This Saturday, April 5th, 2014, the Afghan people will go to the polls for the third time ever in their history to choose a new president to lead them. The first democratic election in Afghanistan was filled with hope as Afghans saw the chance to finally decide their destiny. The second election, a few years later, was fraught with despair as the honeymoon period after the Taliban’s fall gave way to the realities of corruption and factionalism. Yet it seems from the response of regular Afghans to this latest election process that democracy, Afghan style, is alive and well despite the negative views of the many naysayers who call Afghanistan a failed experiment.
Democracy takes time. Unfortunately, in a war ravaged, ancient tribal society that had been isolated from the rest of the world for decades, time is something that is not in great supply. Modern democracy must happen quickly, say the experts, or it will not happen at all. They sometimes forget that all democracies, even our own American one, were built, not hatched. Democracy is a process. Its development is often rough around the edges.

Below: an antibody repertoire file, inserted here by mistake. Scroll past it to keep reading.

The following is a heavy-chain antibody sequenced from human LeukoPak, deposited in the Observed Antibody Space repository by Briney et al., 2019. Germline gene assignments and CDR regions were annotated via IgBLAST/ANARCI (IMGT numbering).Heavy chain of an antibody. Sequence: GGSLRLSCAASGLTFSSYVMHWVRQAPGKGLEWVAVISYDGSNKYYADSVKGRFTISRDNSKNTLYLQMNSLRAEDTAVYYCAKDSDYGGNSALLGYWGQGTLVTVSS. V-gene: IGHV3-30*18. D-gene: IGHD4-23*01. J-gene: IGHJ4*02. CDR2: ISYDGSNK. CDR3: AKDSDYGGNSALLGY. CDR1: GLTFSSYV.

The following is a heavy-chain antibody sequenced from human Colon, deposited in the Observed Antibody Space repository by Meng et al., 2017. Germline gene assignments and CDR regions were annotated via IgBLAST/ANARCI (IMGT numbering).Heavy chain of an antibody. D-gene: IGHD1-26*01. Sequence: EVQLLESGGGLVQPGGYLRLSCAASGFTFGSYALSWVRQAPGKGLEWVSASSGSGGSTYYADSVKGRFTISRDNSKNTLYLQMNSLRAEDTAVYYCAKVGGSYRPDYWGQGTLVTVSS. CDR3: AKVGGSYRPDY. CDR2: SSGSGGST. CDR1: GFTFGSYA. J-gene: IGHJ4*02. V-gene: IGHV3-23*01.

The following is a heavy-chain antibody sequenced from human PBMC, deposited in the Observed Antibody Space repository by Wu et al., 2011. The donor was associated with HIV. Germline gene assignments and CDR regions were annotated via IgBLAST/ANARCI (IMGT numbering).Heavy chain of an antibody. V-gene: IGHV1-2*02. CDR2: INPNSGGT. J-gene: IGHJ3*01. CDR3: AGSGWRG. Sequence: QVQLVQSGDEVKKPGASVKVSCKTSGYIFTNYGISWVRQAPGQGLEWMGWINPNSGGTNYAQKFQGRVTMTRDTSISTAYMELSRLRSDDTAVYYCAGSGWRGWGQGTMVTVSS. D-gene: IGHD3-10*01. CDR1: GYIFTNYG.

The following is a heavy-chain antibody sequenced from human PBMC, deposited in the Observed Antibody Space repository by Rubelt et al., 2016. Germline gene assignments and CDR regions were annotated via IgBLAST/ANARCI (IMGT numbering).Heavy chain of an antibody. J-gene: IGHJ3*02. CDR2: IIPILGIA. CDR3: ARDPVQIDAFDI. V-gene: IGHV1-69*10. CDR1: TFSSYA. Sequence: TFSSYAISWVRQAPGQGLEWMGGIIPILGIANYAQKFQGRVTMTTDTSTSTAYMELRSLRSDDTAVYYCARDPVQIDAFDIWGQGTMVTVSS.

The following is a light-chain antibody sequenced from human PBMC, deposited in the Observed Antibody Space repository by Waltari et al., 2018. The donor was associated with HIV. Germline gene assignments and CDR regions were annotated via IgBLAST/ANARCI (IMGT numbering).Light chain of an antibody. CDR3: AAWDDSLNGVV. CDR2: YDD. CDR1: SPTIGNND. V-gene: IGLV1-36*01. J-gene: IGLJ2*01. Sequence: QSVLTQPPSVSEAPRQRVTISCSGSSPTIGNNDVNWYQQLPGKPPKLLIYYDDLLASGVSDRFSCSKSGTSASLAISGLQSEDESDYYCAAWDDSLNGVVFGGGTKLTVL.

The consolidation of any democracy requires much effort. For a third world country like Afghanistan with tribal tendencies, the process is even more complex. Yet the Afghan people seem to be rising above the dangers in security they face and the corruption that surrounds them and are moving to consolidate their democracy. Long lines of citizens are lining up to register to vote despite vicious attacks of insurgent forces against the process. Election posters loom large over the crowds at the big marketplaces in cities like Kabul and candidates are engaging the populace in discussions about the many challenges facing them. Afghan journalists are working to spread the messages of those candidates to all Afghans, even those who are in the remotest of places in that sprawling landscape.
For the West, it may well seem that the Afghan experiment has failed. The possibility of a total pull out of US forces would be a welcome relief after so many years of war and sacrifice for a place so far away. Yet what may seem expedient may also mask the fact that there has been a tangible victory in the battle for Afghanistan. The Taliban, with is repression and cruelty, are not in control. Their tactics speak of a wounded lion seeking to reinstate a former greatness. Even the massive levels of corruption that have made their way into all levels of Afghan life have not deterred the people from believing that another, better, way is possible.
This Saturday the world will see whether the Afghan people believe in the possibilities that were given to them since the new Afghanistan was created after 9/11. Will a new Afghan democracy be raised up from the ashes of the past? Or is there more work yet to be done? Either way, this is no time to abandon Afghanistan.